In a Cafe Selected Stories

ISBN: 0141180404
ISBN 13: 9780141180403
By: Mary Josephine Lavin Elizabeth Walsh Peavoy

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1985 89 Authors Abroad Favorites Fiction Irish Irish Short Stories Literary Fiction Reckless Abandonment Short Stories To Read

About this book

On an island teeming with masters of the short story, Mary Lavin's distinct voice and devoted following set her apart. Before her death in 1996, this Irish writer had received many honors and prizes not only for her luminous short stories but also for several highly regarded novels. William Trevor praised Lavin's ability to "make moments timeless, to illuminate people and places, words and things, by touching them with the magic of the rarely-gifted storyteller." In a Cafe makes available for the first time in the United States a collection of her most beloved pieces as compiled by her daughter. In masterworks such as the title story, an unsettling portrayal of widowhood, and "The Will, " which Layin considered the finest expression of her art, the justice in Trevor's declaration we recognize that "the short story of today owes her a very great debt."

Reader's Thoughts


As seen on A Work in Progress.


absolutely incredible collection of short stories. definitely made me think of richard yates, but irish and female and very concerned with widowhood. But similar themes of loneliness and the feeling of drifting in a world that isn't perfect behind the plastic veneer which is slowly cracking... Set mostly in middle class/upper middle class Irish society, Lavin has a really arresting style- the stories are all fairly short and several times I couldn't put the book down. I think I first decided to read some of her stuff because of a reference to her writing at the Cracked Lookingglass exhibit at Princeton- there's a great short story in the new yorker from i-can't-remember-when but Dana and I both read that and thought it was awesome, so she got me this book for my birthday. Lavin really has a lot of stories about widowhood, and I can't exactly relate, but the universal themes of loss/dealing with loss/life after loss are very compelling and everyone can find something in there to chew on.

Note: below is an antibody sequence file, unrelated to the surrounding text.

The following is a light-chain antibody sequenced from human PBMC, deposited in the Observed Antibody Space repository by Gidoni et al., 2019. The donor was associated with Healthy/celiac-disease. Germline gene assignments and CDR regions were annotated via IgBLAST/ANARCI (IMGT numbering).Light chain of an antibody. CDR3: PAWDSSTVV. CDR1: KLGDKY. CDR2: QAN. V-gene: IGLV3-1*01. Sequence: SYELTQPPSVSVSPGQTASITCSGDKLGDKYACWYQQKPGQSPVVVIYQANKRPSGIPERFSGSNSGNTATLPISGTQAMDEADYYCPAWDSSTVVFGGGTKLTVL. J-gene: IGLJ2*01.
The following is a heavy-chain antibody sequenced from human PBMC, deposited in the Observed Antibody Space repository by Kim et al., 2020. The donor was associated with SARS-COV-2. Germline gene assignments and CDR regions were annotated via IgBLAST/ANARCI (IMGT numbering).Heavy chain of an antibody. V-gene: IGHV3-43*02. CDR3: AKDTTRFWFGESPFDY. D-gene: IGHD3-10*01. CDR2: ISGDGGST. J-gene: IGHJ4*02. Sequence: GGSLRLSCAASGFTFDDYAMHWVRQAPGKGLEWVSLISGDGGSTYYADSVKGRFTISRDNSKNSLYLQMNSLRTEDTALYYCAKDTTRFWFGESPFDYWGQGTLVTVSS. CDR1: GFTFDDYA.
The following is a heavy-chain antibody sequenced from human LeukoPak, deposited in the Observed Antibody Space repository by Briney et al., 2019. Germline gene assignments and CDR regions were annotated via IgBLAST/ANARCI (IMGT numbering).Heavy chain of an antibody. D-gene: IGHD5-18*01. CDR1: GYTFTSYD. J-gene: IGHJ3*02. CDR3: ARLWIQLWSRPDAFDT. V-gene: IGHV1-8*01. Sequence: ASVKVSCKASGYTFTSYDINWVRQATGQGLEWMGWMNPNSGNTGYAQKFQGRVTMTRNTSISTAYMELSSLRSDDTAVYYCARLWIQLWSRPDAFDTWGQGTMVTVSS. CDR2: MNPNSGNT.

Not as good as Tales from Bective Bridge, but a nice collection nonetheless. You get a sense that she was much older when she wrote these stories, which is interesting, there's a kind of wisdom to them, but also a warmth and intimacy that isn't in the earlier works. Still though, if you're new to her writing - and she's got to be one of the most under-appreciated short story writers around - I'd recommend starting with some earlier stories first.

A. Mary Murphy

Lavin's daughter selected the stories for this collection, and every editor has criteria in mind, but the resulting whole didn't appeal to me as much as I expected. This isn't my first exposure to Lavin, and I was looking forward a delicious read, but because there are a few lengthy stories included which didn't appeal to me much, which were very unlike the others, I was disappointed at times. I found it an uneven book.


Mary Lavin was presented to me as being in the grand tradition of Irish short story writers, ranked with Joyce and McGahern and William Trevor. So I'm afraid to say that I was a little disappointed in this collection, my first introduction to her work. I'm not sure just what it was about these stories that failed to really ignite my interest: she has as distinct a voice as Trevor or McGahern, to be sure; the themes and settings are certainly familiar (ranging from St. Stephen's Green to Madison Avenue, with plenty of small-town Ireland in the mix). I found the stories which used an omniscient third-person narrator generally more compelling than those which seemed to be drawn from Lavin's own life, oddly enough, which leads me to believe that perhaps we (she and I) are just too different. The stories about widowhood and raising children without benefit of a spouse, or those which featured a writer (clearly her) left me feeling outside. Fiction is supposed to be able to overcome differences such as these; one of us certainly failed. I wanted to like them more.

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